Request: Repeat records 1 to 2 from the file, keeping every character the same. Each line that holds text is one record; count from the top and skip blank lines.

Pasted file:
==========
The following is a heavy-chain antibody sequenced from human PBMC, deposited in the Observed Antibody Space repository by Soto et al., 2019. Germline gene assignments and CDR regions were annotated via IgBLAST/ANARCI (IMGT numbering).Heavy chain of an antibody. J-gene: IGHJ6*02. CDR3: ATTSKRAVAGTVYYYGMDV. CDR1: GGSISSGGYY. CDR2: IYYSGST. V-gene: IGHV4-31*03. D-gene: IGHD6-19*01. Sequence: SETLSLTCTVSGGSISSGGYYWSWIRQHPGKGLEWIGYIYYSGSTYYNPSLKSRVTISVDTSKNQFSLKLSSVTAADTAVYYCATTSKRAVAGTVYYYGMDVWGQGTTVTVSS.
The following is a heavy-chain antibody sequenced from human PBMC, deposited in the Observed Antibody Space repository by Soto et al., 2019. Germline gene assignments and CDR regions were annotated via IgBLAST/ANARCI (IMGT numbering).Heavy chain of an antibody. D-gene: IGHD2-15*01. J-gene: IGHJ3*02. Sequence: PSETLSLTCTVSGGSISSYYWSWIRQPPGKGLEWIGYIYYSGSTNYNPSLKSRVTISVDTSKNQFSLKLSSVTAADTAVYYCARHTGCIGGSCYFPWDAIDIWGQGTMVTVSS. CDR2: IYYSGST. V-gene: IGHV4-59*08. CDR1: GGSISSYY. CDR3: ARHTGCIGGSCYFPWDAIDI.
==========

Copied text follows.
The following is a heavy-chain antibody sequenced from human PBMC, deposited in the Observed Antibody Space repository by Soto et al., 2019. Germline gene assignments and CDR regions were annotated via IgBLAST/ANARCI (IMGT numbering).Heavy chain of an antibody. J-gene: IGHJ6*02. CDR3: ATTSKRAVAGTVYYYGMDV. CDR1: GGSISSGGYY. CDR2: IYYSGST. V-gene: IGHV4-31*03. D-gene: IGHD6-19*01. Sequence: SETLSLTCTVSGGSISSGGYYWSWIRQHPGKGLEWIGYIYYSGSTYYNPSLKSRVTISVDTSKNQFSLKLSSVTAADTAVYYCATTSKRAVAGTVYYYGMDVWGQGTTVTVSS.
The following is a heavy-chain antibody sequenced from human PBMC, deposited in the Observed Antibody Space repository by Soto et al., 2019. Germline gene assignments and CDR regions were annotated via IgBLAST/ANARCI (IMGT numbering).Heavy chain of an antibody. D-gene: IGHD2-15*01. J-gene: IGHJ3*02. Sequence: PSETLSLTCTVSGGSISSYYWSWIRQPPGKGLEWIGYIYYSGSTNYNPSLKSRVTISVDTSKNQFSLKLSSVTAADTAVYYCARHTGCIGGSCYFPWDAIDIWGQGTMVTVSS. CDR2: IYYSGST. V-gene: IGHV4-59*08. CDR1: GGSISSYY. CDR3: ARHTGCIGGSCYFPWDAIDI.